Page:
The ideology derived from Comparative Advantage that has erroneously been labeled “Free Trade” actually involves the same logic as socialism – that free nations subsume their national desires for control of their jobs and strategic resources to a greater global interest, which promises to benefit their consumers as well. Even more curiously, the strongest supporters of individual freedom are the first to villainize anyone who suggest “protecting” a domestic market for the benefit of their nation. They then invariably drag out the ghost of David Ricardo to explain to us simpletons that becoming the world’s trade bitch will be good for us. China’s 25% tariff on U.S. cars vs. our 2.5% tariff on their imports is no problem because American consumers benefit from low prices when American producers shut down!

However, the empirical evidence is again, perfectly clear: nations that pursue the acquisition of technology and capital, fight for high-value manufacturing jobs, and seek smart trade advantages increase their national wealth and individual prosperity. Naïve countries that actually practice, “free trade” spiral into decline and unemployment. There is no better example of this than 19th century Britain, the first nation to embrace Ricardo’s crazy idea.

After the brilliant theoretician sold Parliament on his simplistic theory, the UK went on a free trade frenzy. During the next century the United States, operated on Hamilton’s “American System” featuring very high tariffs, and an active industrial policy geared toward rewarding production, building infrastructure and developing markets. America gutted England’s manufacturing base. Despite controlling a third of the world’s resources Britain entered a slow decline. Only those Brits involved in investing capital elsewhere gained real wealth. Building a welfare state became unavoidable to avoid revolt. Meanwhile, the U.S. developed a vibrant middle class and rose to global prominence.

However, in the last century smart leaders in Japan, Korea, Taiwan and others have followed the American System to perfection, while giving “free trade” the appropriate lip service for a senile America. The results were absolutely predictable to anyone with common sense.

In most ways, China’s rise has been no exception. It isn’t that the Communist Party has been run by brilliant new thinkers (the last really new thing out of China was probably gunpowder), it is simply that they steal good ideas and have belatedly copied a proven economic formula. China’s leaders have followed a policy of pure self-interest while mumbling all the right words in public as they dance their way through the free trade tango with skill. If they’d actually had good sense they would have done this fifty years earlier and spared the Chinese people decades of misery.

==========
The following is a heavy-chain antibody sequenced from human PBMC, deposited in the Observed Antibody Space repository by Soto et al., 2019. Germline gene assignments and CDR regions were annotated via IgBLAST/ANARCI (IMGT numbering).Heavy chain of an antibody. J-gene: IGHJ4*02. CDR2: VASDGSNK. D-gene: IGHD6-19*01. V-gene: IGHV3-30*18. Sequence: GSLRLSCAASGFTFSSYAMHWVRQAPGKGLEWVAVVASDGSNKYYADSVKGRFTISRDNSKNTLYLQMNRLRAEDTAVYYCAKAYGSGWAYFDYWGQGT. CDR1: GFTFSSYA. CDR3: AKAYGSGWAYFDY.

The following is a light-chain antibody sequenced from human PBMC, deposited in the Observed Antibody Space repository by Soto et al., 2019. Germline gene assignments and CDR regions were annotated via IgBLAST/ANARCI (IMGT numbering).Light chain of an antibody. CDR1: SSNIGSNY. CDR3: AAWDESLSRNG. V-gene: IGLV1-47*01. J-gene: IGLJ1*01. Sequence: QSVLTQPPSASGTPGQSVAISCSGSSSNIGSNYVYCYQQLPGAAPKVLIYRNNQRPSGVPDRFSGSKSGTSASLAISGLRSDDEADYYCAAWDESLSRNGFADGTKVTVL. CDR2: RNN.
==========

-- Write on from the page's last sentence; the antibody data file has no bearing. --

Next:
The exception with China is, of course, that the Communists never have any concern for personal misery. Their goal is nothing but building greater power for those at the top of the Communist Party dog pile and economic planning is just a tool to achieve that. That’s why handing over the torch of global leadership this time is a very different thing than it was with the UK-U.S. transition last century. Supporting the U.S. to Communist China power transfer is tantamount to endorsing a new Dark Ages for humanity.

In my next posting, I’ll address the theoretical weaknesses that cause comparative advantage to backfire in the real world. In the meantime, understand that counter-intuitive economic theories are always the rage with academics and pundits that need to sound cleverer than the average citizen. Remember, these are the folks that sold us the “we can borrow and spend our way to prosperity” theory under the label of Keynesianism. When something looks like economic slight of hand to you it probably is; and whenever you encounter an ideology-driven economic theory fiercely supported by a cadre of closed-minded, true believers run!

Empirical evidence should trump theory. When medical researchers see that an experimental treatment appears to be actually killing their patients they halt the research and re-evaluate, regardless of how good the thing looked on paper. This common sense protocol should apply to U.S. economic policy – where we only have one patient. If the theory is obviously not delivering economic benefits STOP! Instead, while we congratulate our self on the victory of free trade our trade deficit soars, unemployment skyrockets, GDP plummets, and a staggering debt accumulate. The true believers tell us to close our eyes and stay on course, because the enormous Chinese market is just about / very soon / any day now going to usher in a new generation of prosperity. Sure, right.